It may not be just what the doctor ordered, but for 11-year-old Ava MacNeill, the new artwork on the hospital walls is the perfect remedy to put a smile on her face.
Ava has been undergoing months of chemo at the Queen Elizabeth Hospital in Charlottetown. As her mom wheels her along the corridors, they stop for a closer look at one of the images that’s caught Ava’s fancy.
“I like the rainbow one. It reminds me of Skittles,” Ava said. “Like eating the rainbow.”
Her mom, April Scott, from Glenwilliam, P.E.I., agrees with Ava’s choice. “I’m a big fan of the rainbow that’s colourful — just like Ava.”
The original scenery on the walls had been there for years and was chipped and faded. Hospital staff wanted something bright and cheerful and decided on a sky blue background filled with things that fly — from birds and bugs to helicopters and planes.
The new artwork gives Ava and her mom some relief from the boredom.
“There’s only so much you can do in a little tiny room so this gets us out and allows us to do things together,” Scott said.
“Just walk down the hall and say what colours we like, see what’s new. Everything is done by hand, every stroke, every highlight, it’s beautiful, beautiful work.”
‘Hospitalization can be scary for kids’
Hospital staff are pleased to hear that patients and their families are getting so much joy from the cheery images.
“Hospitalization can be scary for kids and we just wanted to create a space that looks child-friendly,” said Julie Biso, nurse manager of the Pediatric Unit at the QEH.
“There was a little girl watching them paint,” Biso said. “I came down one day and the little girl had the paint brush, helping do a little side job, so it’s those things that make the world of difference when kids are hospitalized.”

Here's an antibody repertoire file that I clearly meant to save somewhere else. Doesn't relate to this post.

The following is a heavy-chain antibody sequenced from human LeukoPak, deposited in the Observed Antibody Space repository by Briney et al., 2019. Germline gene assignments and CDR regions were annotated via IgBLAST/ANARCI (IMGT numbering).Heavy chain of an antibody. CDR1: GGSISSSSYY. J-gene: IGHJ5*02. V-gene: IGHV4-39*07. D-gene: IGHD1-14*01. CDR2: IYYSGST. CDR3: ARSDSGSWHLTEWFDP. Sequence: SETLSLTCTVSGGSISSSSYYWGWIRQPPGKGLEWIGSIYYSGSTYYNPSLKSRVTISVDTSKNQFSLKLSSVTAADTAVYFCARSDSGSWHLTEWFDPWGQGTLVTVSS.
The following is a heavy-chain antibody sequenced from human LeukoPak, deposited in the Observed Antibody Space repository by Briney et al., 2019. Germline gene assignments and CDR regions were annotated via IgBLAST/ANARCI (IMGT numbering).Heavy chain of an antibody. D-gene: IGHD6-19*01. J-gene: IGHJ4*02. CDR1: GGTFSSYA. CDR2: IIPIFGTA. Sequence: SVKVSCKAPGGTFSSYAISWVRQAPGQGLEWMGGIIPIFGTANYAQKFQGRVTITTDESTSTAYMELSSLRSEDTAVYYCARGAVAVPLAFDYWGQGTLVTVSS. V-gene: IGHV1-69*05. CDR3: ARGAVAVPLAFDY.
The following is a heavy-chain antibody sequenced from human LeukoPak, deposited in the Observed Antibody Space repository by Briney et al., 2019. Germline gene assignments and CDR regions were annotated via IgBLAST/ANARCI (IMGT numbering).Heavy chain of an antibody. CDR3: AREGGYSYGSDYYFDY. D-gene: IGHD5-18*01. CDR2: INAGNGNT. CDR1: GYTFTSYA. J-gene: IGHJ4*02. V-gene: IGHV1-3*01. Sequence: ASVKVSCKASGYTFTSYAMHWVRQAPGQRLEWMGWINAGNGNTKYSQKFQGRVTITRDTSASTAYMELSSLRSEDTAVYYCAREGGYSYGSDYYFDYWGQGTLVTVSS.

The work is being done by the husband and wife team from Shiny Paint Art Company, Ryan and Starla Wilson. The two-week painting job is expected to be done by Monday.
‘Let your mind wander’
“I get to see the kids and I get to see them look at the artwork and their reactions to it,” Starla Wilson said.
“I think that could be a positive thing when you’re maybe not feeling your best to just let your mind wander and dream and walk through the halls and see some cheerful stuff,” she said.
“I would say your positive attitude and feeling cheerful would definitely help recovery with whatever you’re going through,” Wilson said.
Ava and her mom April Scott stop to talk to the painters to express their thanks. “I just wanted to let them know that it does mean a lot to these kids,” Scott said. “And to the parents, because it’s fun for them, too.”
Meanwhile, Ava is captivated by another image — one of dreamy stars. “It kind of reminds me if you’re looking at the stars through the window at home,” she said.
“Bright colours make me feel happy.”